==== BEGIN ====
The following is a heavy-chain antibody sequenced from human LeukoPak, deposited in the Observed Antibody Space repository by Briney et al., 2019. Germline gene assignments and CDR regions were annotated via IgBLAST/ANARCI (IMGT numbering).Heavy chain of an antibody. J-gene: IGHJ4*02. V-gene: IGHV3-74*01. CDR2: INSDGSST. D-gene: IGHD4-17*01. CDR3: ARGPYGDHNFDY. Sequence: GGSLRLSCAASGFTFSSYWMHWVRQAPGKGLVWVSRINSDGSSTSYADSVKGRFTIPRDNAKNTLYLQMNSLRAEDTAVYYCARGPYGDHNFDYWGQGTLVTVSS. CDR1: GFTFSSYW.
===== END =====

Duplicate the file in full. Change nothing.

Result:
The following is a heavy-chain antibody sequenced from human LeukoPak, deposited in the Observed Antibody Space repository by Briney et al., 2019. Germline gene assignments and CDR regions were annotated via IgBLAST/ANARCI (IMGT numbering).Heavy chain of an antibody. J-gene: IGHJ4*02. V-gene: IGHV3-74*01. CDR2: INSDGSST. D-gene: IGHD4-17*01. CDR3: ARGPYGDHNFDY. Sequence: GGSLRLSCAASGFTFSSYWMHWVRQAPGKGLVWVSRINSDGSSTSYADSVKGRFTIPRDNAKNTLYLQMNSLRAEDTAVYYCARGPYGDHNFDYWGQGTLVTVSS. CDR1: GFTFSSYW.